Search Try It And You May

Monday, May 9, 2016

She's Crafty

I love being creative. I create with words everyday and sometimes I need a break from creative writing. I want to be creative in other outlets, too.

I want to make things.
I want to craft.

But I am not the best at crafts. It's not that I lack skill, which I do for many activities. It's also that I'm not always the best at planning and implementing a project. I get started eagerly without all the equipment. Or I think I understand how to do something before I really do. Or I confront an obstacle and get a little frustrated and can't quite figure out how to get around it.

But I do love trying new things and making little projects here and there.

I decided to start simple and explore some projects and see what spoke to me.

Stage 1

This stage is all about being happy.

For Stage 1 I started simple with coloring. Is coloring a craft? I don't really think it is, but I do think it's a fun, creative activity. Here are some examples of coloring projects I did on paper and on the new iPad Pro. Very fun, very relaxing. It made me happy!

I actually played the Uno Reverse card on my kids and presented them with my artwork for a change and they really liked it. 

Stage 2

After the success of my coloring craft, I ramped up the challenge level. Here is a photo of three crafts I attempted in one weekend. It was a weekend where we had very little scheduled, a rarity in our house, so I went nuts.

I like to think of Stage 2 as learning to be satisfied, even happy, with imperfect results that are not complete disasters. 

First, I tackled opening a fresh coconut and toasting the flakes. You can see the result of my cooking efforts in the top left bowl. Yes, I burned them. That's why my kids love to remind me that my restaurant would be called "Burnt." I made that joke before Bradley Cooper's movie did. Anyway, I still enjoyed some of those burnt toasted coconut chips.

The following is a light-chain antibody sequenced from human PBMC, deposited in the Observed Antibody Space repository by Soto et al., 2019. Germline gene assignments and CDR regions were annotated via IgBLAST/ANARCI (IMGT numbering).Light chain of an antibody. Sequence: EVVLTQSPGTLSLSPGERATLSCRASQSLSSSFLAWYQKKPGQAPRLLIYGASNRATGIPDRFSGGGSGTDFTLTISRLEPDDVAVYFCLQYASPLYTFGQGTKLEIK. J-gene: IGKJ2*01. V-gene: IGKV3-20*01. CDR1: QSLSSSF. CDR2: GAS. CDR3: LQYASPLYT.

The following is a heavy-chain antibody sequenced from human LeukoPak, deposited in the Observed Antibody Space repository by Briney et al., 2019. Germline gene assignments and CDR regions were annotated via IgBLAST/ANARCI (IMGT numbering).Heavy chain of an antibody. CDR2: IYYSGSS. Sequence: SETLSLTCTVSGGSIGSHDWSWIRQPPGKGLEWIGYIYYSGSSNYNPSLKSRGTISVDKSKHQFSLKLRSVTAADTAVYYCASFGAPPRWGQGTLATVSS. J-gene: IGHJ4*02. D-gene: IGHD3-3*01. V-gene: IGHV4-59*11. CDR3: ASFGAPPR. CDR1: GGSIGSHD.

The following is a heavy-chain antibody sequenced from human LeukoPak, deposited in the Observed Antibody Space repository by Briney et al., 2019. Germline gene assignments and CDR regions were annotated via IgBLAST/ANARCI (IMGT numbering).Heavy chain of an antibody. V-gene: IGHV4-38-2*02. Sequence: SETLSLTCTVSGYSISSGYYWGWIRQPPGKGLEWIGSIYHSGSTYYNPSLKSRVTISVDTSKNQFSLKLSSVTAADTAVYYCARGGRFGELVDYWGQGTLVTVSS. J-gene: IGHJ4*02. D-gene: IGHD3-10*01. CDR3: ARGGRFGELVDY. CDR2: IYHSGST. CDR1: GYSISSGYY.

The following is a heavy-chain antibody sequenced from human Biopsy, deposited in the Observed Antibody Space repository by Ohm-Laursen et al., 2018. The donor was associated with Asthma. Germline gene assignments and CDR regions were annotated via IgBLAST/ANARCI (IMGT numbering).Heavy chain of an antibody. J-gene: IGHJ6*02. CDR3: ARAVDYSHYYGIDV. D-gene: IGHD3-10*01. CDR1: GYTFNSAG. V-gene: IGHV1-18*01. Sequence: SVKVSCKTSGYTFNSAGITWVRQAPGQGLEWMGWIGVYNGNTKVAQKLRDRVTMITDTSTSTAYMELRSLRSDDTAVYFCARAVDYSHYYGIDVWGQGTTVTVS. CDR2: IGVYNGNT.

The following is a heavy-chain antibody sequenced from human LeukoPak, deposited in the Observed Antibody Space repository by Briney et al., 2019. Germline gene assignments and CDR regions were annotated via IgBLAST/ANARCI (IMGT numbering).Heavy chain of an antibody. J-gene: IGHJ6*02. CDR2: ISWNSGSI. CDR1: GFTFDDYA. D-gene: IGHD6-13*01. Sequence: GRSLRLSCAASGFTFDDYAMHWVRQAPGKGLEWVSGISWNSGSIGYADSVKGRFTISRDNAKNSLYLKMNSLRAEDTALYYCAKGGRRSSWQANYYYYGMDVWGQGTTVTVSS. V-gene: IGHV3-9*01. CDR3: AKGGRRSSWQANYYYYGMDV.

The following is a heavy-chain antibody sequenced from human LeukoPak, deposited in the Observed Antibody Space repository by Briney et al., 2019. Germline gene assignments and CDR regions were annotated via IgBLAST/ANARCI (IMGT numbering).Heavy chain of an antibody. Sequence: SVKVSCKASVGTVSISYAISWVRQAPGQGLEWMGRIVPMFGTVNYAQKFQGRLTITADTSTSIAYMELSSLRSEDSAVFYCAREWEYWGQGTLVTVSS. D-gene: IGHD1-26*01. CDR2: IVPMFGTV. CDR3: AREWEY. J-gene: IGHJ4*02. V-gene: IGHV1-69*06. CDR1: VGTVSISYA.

(Side note: my husband stole some coconut meat to make an infused rum, one of his current hobbies. Can't wait to taste it!)

Second, my husband and I reclaimed some candle wax and made a new candle!

This took some planning (buy wicks!), effort, and innovation but I'm so pleased with the result. Yes, the wax sunk in a little bit because we didn't let each layer cool completely before pouring in the next layer. But we didn't have an endless amount of time and wanted to get this project done. We innovated ways to strain the wax of impurities and to hold the wicks in position. It was a fun project because of my crafting buddy. Thanks, honey!

Third, I did some loom weaving. This was fun! It was right at my skill level because it was a project for kids from our Kiwi Crate subscription. Again, imperfect because they aren't completely straight along the edges but it's not totally obvious. And I innovated again by adding some embroidery thread in with the bulky yarn that came in the kit.

I also learned how to knot paracord bracelets this weekend. This was easy and quick. As I was doing this with my middle son, we realized we had done a few knots wrong so we stopped, untied them, backed up, and tried again. Remember this for later.

Stage 3

This stage might be called "short and sweet."